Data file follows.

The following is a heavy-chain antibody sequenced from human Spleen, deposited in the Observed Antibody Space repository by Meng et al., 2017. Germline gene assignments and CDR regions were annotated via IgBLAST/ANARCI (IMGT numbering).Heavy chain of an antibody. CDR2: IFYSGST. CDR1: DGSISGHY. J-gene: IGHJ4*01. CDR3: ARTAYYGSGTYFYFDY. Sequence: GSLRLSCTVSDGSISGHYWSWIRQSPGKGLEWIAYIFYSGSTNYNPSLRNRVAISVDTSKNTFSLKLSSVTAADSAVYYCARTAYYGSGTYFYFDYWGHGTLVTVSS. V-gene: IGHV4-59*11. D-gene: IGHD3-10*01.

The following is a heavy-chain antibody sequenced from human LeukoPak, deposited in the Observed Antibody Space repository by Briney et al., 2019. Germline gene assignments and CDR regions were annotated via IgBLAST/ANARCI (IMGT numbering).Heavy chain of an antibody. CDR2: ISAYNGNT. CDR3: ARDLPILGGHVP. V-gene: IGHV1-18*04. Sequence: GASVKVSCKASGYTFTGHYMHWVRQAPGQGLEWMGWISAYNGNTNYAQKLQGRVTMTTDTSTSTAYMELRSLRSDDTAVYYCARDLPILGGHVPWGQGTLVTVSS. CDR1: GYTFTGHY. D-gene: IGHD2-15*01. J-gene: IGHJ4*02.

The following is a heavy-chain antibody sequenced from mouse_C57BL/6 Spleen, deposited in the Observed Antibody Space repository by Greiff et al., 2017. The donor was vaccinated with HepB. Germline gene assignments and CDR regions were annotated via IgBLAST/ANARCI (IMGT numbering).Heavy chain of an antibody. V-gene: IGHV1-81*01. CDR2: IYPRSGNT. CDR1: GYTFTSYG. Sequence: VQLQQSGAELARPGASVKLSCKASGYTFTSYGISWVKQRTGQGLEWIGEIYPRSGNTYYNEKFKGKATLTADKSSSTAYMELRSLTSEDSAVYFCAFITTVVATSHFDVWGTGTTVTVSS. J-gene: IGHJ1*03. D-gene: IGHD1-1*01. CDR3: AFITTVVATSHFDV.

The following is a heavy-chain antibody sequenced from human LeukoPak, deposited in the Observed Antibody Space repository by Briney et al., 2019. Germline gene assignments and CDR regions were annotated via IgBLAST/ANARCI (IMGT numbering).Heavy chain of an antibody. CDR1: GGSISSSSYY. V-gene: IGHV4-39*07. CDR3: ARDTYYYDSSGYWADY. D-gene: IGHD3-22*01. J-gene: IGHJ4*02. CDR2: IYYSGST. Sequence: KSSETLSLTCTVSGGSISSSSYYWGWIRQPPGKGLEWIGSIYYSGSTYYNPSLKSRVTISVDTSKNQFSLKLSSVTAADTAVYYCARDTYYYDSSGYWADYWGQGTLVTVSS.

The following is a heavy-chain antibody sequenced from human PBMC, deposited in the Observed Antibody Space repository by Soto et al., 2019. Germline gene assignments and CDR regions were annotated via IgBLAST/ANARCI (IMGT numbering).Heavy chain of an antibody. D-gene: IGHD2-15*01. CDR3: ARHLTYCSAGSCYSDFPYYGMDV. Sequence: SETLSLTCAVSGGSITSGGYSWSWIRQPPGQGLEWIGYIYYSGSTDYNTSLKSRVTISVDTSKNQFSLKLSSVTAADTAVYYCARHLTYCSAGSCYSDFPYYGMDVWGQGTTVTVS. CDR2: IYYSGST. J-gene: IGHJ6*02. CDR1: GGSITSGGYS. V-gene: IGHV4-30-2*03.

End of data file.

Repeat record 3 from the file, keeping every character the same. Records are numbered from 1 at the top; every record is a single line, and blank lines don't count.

The following is a heavy-chain antibody sequenced from mouse_C57BL/6 Spleen, deposited in the Observed Antibody Space repository by Greiff et al., 2017. The donor was vaccinated with HepB. Germline gene assignments and CDR regions were annotated via IgBLAST/ANARCI (IMGT numbering).Heavy chain of an antibody. V-gene: IGHV1-81*01. CDR2: IYPRSGNT. CDR1: GYTFTSYG. Sequence: VQLQQSGAELARPGASVKLSCKASGYTFTSYGISWVKQRTGQGLEWIGEIYPRSGNTYYNEKFKGKATLTADKSSSTAYMELRSLTSEDSAVYFCAFITTVVATSHFDVWGTGTTVTVSS. J-gene: IGHJ1*03. D-gene: IGHD1-1*01. CDR3: AFITTVVATSHFDV.